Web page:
Update: Not one, but two readers have transcribed the Q&A session. I include them both in links below. One of the readers even sent the transcription to Denver for his review. He added some clarification and additional material from his notes that didn’t make it into the original session due to time constraints.
Transcript One: http://3tcm.net/a-visit-with-denver-snuffer-transcript.pdf
Transcript Two: http://3tcm.net/tim-malone-QA-with-denver-snuffer.pdf
Link to the MP3: http://3tcm.net/Denver_Snuffer_QA_13May2015.mp3
Note: The file is 60MB. It’s best to right-click on the link to download it.
One: In a recent talk (3-22-15) on plural marriage, you said (page 39), “There have been many signs given by God that He was about to do something new from the time of the death of Joseph Smith till today. All that was left at the end was for a witness to be appointed, to come to declare, ‘Now it has come to an end.’ In the last talk in the ten lecture series I said, the witness has now come, and I am he. It has come to an end with something new now begun. One of the signs of it having come to an end was the passing of Eldred Smith.”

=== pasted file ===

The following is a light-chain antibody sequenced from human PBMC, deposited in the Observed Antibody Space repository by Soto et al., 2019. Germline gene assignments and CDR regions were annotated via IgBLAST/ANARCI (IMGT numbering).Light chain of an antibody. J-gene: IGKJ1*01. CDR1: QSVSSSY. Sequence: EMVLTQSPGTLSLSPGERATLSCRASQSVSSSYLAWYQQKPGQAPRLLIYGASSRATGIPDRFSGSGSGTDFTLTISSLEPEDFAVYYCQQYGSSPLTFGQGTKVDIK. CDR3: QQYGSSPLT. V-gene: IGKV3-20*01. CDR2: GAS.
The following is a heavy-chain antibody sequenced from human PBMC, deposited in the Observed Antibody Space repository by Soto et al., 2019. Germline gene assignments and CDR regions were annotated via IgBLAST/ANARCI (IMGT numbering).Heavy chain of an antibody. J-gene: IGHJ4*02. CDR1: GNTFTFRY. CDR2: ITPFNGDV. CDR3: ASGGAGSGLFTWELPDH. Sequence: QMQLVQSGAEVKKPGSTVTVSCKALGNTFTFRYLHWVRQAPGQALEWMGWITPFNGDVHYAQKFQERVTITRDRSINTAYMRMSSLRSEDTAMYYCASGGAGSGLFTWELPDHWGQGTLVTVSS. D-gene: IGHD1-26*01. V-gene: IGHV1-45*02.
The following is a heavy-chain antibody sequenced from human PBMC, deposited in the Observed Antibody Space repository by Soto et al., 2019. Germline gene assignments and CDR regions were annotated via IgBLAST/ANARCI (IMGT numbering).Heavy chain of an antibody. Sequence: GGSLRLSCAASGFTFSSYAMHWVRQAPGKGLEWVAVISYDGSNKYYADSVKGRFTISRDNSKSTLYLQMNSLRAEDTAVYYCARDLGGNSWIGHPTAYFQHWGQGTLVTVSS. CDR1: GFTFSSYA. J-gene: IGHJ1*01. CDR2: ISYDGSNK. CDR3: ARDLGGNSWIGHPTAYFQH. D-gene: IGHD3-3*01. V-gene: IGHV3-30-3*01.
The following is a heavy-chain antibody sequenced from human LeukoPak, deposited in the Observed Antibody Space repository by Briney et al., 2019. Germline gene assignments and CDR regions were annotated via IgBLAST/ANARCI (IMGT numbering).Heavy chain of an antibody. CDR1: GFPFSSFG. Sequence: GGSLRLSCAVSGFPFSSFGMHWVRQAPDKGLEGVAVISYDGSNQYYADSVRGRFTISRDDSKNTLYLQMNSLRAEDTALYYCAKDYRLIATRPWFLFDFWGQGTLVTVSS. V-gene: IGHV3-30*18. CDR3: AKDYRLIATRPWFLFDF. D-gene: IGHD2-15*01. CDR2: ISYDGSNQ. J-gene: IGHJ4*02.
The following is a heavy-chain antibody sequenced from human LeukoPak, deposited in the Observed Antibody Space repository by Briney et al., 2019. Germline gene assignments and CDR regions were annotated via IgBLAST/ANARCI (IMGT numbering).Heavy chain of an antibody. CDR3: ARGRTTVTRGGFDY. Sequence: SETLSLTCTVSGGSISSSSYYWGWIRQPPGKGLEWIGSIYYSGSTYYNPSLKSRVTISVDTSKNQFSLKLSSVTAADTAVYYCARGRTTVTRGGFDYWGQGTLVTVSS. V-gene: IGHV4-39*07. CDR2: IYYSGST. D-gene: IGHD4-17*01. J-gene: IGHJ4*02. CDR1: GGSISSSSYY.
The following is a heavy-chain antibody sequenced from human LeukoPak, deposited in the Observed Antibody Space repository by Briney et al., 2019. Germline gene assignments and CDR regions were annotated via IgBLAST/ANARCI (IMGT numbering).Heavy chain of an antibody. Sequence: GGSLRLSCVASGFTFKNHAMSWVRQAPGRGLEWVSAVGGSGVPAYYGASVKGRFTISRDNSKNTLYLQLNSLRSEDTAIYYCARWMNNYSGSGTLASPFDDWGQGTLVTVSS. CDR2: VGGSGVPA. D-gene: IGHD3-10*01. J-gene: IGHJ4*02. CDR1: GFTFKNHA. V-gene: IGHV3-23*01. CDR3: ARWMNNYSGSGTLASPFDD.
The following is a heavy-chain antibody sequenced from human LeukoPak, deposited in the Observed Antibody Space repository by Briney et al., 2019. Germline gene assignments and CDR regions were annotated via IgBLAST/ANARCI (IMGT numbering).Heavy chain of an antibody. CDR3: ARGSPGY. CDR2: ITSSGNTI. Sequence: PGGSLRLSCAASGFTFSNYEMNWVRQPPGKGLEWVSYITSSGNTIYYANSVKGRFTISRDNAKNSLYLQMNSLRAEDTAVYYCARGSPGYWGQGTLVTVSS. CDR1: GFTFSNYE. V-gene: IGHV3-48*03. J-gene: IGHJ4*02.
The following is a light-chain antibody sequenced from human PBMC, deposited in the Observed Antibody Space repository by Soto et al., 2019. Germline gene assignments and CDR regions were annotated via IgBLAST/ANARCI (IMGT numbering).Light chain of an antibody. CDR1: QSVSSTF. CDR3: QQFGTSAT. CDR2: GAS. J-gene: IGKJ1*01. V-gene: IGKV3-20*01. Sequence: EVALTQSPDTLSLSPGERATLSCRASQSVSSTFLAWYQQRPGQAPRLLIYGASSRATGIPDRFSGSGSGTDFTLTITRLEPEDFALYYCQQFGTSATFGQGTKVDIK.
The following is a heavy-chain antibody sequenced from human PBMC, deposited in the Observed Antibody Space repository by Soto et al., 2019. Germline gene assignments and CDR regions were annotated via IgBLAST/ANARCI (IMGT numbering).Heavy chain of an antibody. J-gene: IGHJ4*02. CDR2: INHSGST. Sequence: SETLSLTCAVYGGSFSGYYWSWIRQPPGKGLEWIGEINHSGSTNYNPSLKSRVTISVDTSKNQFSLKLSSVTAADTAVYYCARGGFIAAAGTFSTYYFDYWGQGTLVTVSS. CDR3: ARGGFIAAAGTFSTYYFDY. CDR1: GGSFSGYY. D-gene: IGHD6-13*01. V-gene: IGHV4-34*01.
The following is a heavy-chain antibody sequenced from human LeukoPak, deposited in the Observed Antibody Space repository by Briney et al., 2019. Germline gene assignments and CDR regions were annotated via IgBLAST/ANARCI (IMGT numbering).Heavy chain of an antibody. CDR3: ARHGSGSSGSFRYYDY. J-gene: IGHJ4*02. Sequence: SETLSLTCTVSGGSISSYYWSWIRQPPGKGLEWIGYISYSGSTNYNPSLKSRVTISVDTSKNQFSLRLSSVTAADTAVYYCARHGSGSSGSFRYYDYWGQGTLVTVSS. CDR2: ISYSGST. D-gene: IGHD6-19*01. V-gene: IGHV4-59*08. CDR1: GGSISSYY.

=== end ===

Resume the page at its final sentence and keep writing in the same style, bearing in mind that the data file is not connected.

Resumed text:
Will you elaborate on the significance of the passing of Patriarch Eldred G. Smith on April 4, 2013 and how or why we should take this as a sign that something has come to an end? In particular, what has come to an end? You are declaring you are a witness of an end-time event. This seems vital. What is that event, how are you a witness, why is it important for us to recognize this event and how should we, or how do you think God expects us to acknowledge such an event in our own lives?